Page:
Expanding Middle approach to Inclusive Growth

Expanding middle approach aims to bridge the gap between different socioeconomic groups and promote inclusive policies.

It is a development strategy which aims to promote economic growth, reduce inequality and alleviate poverty by strengthening the middle class.

The core principle behind this approach is that a thriving middle class can provide a strong foundation to sustained economic growth and social stability.

This approach involves creating policies and programmes which improve access to education, healthcare, employment opportunities and financial services.

For example, implementation of poverty alleviation and self employment generation programmes, poverty in India has declined to ~16% of the population and led to emergence of middle class at the national level.

According to an estimate, about one-third of the population is estimated to have entered the middle-class. This shall further lead to a virtuous cycle of economic development where more growth opportunities are created to move into middle class and beyond.

Expanding Middle: 4S framework


  • It means to ensure enrichment through inflation control and loans
  • Between 2014 and 2022, annual inflation was 4. 6%.
  • Despite multiple global crises, the CPI was at 5. 7% in December 2022, which was much lower than many G20 countries.
  • This ensured a greater liquidity for the middle-class and lower EMIs resulted in decline in loan rates. For example, student loan rates were priced about 8% in 2022 from around 14% in 2014.
  • Middle-class families found lower EMIs which made it easier to purchase more houses, cars and also take more loans for the higher education.
  • One-nation one-tax initiative of GST has led to gross savings of an estimated Rs 18 lakh-crore in the economy, which works out to an annual household saving of Rs 12,00
  • 120 million of 380 million beneficiaries of the PM Mudra Yojana were middle-class individuals.

Surakshit Bhavishya:

  • It aims to secure a healthy future.This includes significant government efforts to provide affordable healthcare and quality education.
  • Steps in this direction include:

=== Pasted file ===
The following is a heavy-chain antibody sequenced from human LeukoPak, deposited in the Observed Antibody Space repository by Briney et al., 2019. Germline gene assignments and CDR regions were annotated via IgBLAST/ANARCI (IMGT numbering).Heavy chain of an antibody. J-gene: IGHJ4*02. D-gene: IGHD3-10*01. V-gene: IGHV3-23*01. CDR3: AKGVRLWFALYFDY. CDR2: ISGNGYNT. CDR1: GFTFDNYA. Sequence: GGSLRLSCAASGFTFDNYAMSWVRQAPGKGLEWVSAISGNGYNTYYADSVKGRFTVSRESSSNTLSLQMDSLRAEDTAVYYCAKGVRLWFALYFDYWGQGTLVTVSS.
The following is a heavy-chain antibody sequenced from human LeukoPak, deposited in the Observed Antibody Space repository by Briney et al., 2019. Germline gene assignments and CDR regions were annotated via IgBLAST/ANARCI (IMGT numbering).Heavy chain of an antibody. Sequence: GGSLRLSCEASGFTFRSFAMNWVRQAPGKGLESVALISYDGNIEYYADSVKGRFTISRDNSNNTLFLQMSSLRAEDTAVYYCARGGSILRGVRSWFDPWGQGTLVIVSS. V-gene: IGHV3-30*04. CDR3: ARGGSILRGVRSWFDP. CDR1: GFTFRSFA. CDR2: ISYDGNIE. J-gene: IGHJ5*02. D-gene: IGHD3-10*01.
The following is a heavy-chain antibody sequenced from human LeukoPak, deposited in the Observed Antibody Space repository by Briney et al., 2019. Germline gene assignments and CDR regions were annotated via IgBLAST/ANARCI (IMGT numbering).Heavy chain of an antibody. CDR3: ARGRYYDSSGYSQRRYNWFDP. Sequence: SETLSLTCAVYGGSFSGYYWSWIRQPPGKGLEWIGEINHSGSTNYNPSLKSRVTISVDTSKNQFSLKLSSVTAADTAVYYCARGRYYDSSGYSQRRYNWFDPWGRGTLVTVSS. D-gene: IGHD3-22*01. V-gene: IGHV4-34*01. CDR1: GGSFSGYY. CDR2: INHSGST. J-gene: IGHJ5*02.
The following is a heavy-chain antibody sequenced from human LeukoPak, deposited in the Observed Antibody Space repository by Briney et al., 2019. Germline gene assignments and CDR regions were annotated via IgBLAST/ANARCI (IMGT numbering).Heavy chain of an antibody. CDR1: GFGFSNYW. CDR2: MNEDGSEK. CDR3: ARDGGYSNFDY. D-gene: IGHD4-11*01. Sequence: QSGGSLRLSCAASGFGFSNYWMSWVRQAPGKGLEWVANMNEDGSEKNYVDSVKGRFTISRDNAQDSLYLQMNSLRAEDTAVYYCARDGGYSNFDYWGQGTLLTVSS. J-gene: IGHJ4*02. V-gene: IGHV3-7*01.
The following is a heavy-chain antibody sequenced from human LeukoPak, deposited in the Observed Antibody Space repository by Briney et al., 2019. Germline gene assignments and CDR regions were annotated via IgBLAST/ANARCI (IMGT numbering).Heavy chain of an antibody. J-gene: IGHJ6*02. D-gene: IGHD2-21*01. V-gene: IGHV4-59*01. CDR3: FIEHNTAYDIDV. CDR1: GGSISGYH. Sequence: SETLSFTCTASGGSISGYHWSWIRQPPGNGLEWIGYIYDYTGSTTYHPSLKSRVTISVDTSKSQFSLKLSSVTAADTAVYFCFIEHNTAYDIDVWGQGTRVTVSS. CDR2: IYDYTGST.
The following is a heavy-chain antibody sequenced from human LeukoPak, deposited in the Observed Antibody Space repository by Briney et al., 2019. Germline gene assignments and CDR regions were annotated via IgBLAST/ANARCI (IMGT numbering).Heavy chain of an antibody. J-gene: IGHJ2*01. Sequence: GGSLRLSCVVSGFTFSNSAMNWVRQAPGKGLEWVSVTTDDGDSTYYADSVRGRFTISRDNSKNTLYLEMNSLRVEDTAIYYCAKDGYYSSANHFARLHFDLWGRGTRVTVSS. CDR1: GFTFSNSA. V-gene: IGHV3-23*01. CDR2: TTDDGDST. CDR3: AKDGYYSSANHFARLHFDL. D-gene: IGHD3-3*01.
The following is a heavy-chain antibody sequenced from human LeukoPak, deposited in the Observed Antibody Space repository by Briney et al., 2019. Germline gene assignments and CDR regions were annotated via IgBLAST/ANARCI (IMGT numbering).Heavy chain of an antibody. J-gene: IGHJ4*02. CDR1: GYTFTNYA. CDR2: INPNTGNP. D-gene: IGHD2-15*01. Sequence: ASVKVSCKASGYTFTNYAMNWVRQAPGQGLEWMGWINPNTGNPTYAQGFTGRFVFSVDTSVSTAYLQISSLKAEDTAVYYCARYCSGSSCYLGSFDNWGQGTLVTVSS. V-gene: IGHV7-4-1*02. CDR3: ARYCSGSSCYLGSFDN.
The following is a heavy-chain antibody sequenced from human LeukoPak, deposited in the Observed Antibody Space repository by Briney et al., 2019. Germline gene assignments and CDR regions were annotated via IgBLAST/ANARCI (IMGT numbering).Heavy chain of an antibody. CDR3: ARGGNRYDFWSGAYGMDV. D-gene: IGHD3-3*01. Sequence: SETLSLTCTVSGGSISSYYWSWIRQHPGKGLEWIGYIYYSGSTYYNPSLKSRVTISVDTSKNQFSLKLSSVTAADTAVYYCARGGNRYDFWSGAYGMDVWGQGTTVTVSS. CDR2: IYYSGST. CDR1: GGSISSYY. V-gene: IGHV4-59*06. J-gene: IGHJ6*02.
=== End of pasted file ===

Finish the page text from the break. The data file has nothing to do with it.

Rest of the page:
•  353 new universities in the last nine years
    •  Opening up of 15 new AIIMS and 261 new medical colleges
    • 41 Indian universities featured in global rankings in 2023 compared to just nine in 2014
    • 50-90% cheaper generic medicines available at 9,000 Jan Aushadhi Kendras
    •  87 crore free screenings is done at 1. 5 lakh Ayushman Bharat Centres.

Shreshta Jeevan:

  • A better life with quality infrastructure leading to improved standard of living.
  • By 2022, India built 1. 65 lakh kms of national highways and had the second largest road network in the world, after the US
  • India now has metro connectivity in 20 cities. India is expected to have third largest metro network globally by the end of 2023.
  • India has the highest per capita mobile data consumption rate and among the lowest cost of data per GB in the world.
  • Nearly 80% of India’s 120 crore mobile phone users and 80 crore internet users are expected to receive 5G connectivity within a year. If done it will be the world’s fastest 5G roll-out.
  • Apart from that, visible improvements is seen in housing, transportation, tap water connections, and waste management.
  • On an average, power is now available for 22 hours against 12. 5 hours in 2015.


  • Hassle-free existence through Digital India initiatives.
  • India’s cashless digital payment ecosystem is hailed as among the best in the world.
  • UPI accounted for 65% of the total digital transactions in 2021-22.
  • DigiLocker facility for paperless certificate authentication has been embraced by the middle-class.

Overall, India’s rising global profile in a multitude of areas has inculcated a new sense of pride among Indian middle class. Indian government remains committed to boosting prosperity for the middle-class through the 4S framework, providing an alternative development model to the world.

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